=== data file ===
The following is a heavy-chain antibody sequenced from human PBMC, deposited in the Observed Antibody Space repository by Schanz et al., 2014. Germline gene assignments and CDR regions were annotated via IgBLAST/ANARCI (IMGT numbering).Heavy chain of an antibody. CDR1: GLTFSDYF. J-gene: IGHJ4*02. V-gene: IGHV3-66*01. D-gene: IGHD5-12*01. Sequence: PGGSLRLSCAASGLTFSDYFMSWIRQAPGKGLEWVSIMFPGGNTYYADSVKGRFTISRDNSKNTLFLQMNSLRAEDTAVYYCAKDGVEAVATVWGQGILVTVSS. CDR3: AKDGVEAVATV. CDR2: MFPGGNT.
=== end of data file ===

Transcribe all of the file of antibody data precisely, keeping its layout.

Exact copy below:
The following is a heavy-chain antibody sequenced from human PBMC, deposited in the Observed Antibody Space repository by Schanz et al., 2014. Germline gene assignments and CDR regions were annotated via IgBLAST/ANARCI (IMGT numbering).Heavy chain of an antibody. CDR1: GLTFSDYF. J-gene: IGHJ4*02. V-gene: IGHV3-66*01. D-gene: IGHD5-12*01. Sequence: PGGSLRLSCAASGLTFSDYFMSWIRQAPGKGLEWVSIMFPGGNTYYADSVKGRFTISRDNSKNTLFLQMNSLRAEDTAVYYCAKDGVEAVATVWGQGILVTVSS. CDR3: AKDGVEAVATV. CDR2: MFPGGNT.